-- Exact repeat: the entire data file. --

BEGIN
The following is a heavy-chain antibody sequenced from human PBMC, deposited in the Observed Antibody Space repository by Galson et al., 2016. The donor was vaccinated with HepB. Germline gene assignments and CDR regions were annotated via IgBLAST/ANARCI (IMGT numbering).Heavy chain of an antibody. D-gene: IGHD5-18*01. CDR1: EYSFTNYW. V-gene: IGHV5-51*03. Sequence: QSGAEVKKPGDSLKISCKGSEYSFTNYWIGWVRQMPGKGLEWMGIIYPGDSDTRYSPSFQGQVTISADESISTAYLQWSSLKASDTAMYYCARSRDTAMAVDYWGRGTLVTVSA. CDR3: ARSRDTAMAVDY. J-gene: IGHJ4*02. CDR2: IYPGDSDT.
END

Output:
The following is a heavy-chain antibody sequenced from human PBMC, deposited in the Observed Antibody Space repository by Galson et al., 2016. The donor was vaccinated with HepB. Germline gene assignments and CDR regions were annotated via IgBLAST/ANARCI (IMGT numbering).Heavy chain of an antibody. D-gene: IGHD5-18*01. CDR1: EYSFTNYW. V-gene: IGHV5-51*03. Sequence: QSGAEVKKPGDSLKISCKGSEYSFTNYWIGWVRQMPGKGLEWMGIIYPGDSDTRYSPSFQGQVTISADESISTAYLQWSSLKASDTAMYYCARSRDTAMAVDYWGRGTLVTVSA. CDR3: ARSRDTAMAVDY. J-gene: IGHJ4*02. CDR2: IYPGDSDT.